Sapporo also has quite a lively nightlife, especially in Susukino, just a stone’s throw away from the festival in Odori Park. I found a place, Gossip Lounge, where the cover charge also included FIVE drinks, and for just another $1 you could increase that amount to ten. Not only that, but for the first time ever, I actually found a few places that would amazingly let foreigners in for free (but not others), to varying results of atmospheres. Just as in Fukuoka or Osaka, Hokkaidans were incredibly friendly and welcoming. And you know, for a city where the temperatures got to -20, at the same time you could hardly have expected to feel so warm.
Two years ago, two major things happened: Nagoya, the capital city of Aichi Prefecture, was voted the least appealing city in Japan (or rather, it was ranked lowest among the major cities for its appeal). Then, in April, another stunning revelation to the world– the opening of freaking LEGOLAND Japan, and really the main reason I decided to head up to Nagoya for the weekend.
Just like the city that houses it, Legoland has had a pretty beleaguered reputation, presumably mainly because tickets used to cost near 6900 yen ($69), despite the park being just 23 acres square. For comparison, Tokyo Disneyland is 115 acres, and a ticket there costs 7500 yen. It’s also freaking Disneyland and should not cost just under ten more dollars than Legoland. Also, Legoland opens at 10 AM and closes at 5 PM. That’s right, F I V E P O S T M E R I D I E M
Anyways, highlights included a LEGO factory tour, which ended with you receiving your own special commemorative brick– did you know that Lego bricks made in 2020 will still fit ones made in 1958? Cool!
Naturally, the main highlight was definitely Miniland, where you can find scale models of many famous Japanese as well as Nagoyan landmarks. It’s all there– Tokyo Skytree, Osaka’s Dotonburi River, many of Kyoto’s famous temples and shrines, and other Japanese crap. Akashi Kaikyo Bridge was sadly not represented, despite being the longest suspension bridge in the world.
Not sure how it is in other Legolands, but only Japanese landmarks and scenery were represented. But hey, I’m not going to Legoland Japan to see a miniature Eiffel Tower or Statue of Liberty or something.
All in all, I’d say Legoland is certainly worth visiting once, if you are interested in Lego at all, and yeah, though the park is indeed tiny you could comfortably spend opening to closing hours in the park. The rides were pretty kiddy but still enjoyable; the main attractions were definitely the scenery. And let’s not forget the cute Lego food!
As for the rest of Nagoya, I agree with Stanzi in that it certainly gets an unfair shake among the rest of its metropolitan brethren– it is certainly a living, breathing city with lots of exciting things to do. Another VERY cool thing we checked out was the…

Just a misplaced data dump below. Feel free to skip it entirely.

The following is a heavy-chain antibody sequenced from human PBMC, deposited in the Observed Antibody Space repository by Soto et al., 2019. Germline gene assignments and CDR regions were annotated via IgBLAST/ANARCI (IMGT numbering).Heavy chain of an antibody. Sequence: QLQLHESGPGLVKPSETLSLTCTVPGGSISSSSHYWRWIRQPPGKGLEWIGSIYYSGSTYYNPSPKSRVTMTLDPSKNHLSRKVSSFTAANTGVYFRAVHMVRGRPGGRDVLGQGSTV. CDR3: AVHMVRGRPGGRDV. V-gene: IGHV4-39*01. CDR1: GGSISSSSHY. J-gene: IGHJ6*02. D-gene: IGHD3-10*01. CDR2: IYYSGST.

SCMAGLEV and Railway Park
Trains are, of course, a huge part of your life in Japan. Their reputation for punctuality is no exaggeration: there was one week where the trains in my area were weirdly, consistently 2-3 minutes late every day. Then, when I was synchronizing my watch, I realized that… my watch had been running 3 minutes fast all week. The SCMAGLEV Museum, dedicated to those holy electric snakes, is one of the biggest I’ve been to in Japan, roughly the size of a warehouse, big enough to have 39 full-size train cars on its floor!!
Trains from throughout history are featured, all the way from the late 19th century smokestacks to the latest and greatest bullet trains.
They were all fully preserved and completely enter-able, and it was really interesting to see the little things that changed throughout history, such as the post-WW2 trains having ashtrays in every row and mounted bottle openers since everything was still in glass bottles, and heck, even the toilets changed. Seems like soap and non-squat toilets never made it into Japanese train bathrooms until about the 1970s. Yikes.
Exhibits abound, from replica food in dining cars to fake ticket gates where you can print out your own ticket and go through, complete with fake timeboards, and even SIMULATORS where you can play the role of a Shinkansen operator or a local conductor in control of opening and closing the doors. Unfortunately, by the time we had arrived they were all out for the day, so we didn’t get to check them out. I absolutely want to go back. We were there for only one and a half hours, but I could’ve easily spent a few more hours there. By the way, I am by no means a fanatic about trains or anything, but if you have even the vaguest interest in or appreciation for them then this was, by far, my favorite non-art museum I’ve been to in Japan.
As for the rest of Nagoya, well… it is a Japanese city. It comes with all the neat things that nearly all Japanese cities have, that is good nightlife, temples and shrines certainly worth checking out, massive multi-story shopping malls, arcades abound, and their own specialty food. For Nagoya, it’s sweet sesame sauce-slathered fried chicken, called tebasaki karaage, and miso sauce poured over tonkatsu (fried pork cutlet). Delicious!